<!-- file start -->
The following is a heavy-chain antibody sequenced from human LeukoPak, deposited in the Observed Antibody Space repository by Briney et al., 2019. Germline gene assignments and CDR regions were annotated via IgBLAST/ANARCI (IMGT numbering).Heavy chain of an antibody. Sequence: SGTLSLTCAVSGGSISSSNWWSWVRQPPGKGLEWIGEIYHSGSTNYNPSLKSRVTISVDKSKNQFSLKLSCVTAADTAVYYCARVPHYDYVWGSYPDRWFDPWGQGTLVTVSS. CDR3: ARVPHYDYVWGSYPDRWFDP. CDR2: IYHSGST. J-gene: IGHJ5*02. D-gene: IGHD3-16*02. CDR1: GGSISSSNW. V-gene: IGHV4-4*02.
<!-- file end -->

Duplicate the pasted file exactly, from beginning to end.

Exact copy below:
The following is a heavy-chain antibody sequenced from human LeukoPak, deposited in the Observed Antibody Space repository by Briney et al., 2019. Germline gene assignments and CDR regions were annotated via IgBLAST/ANARCI (IMGT numbering).Heavy chain of an antibody. Sequence: SGTLSLTCAVSGGSISSSNWWSWVRQPPGKGLEWIGEIYHSGSTNYNPSLKSRVTISVDKSKNQFSLKLSCVTAADTAVYYCARVPHYDYVWGSYPDRWFDPWGQGTLVTVSS. CDR3: ARVPHYDYVWGSYPDRWFDP. CDR2: IYHSGST. J-gene: IGHJ5*02. D-gene: IGHD3-16*02. CDR1: GGSISSSNW. V-gene: IGHV4-4*02.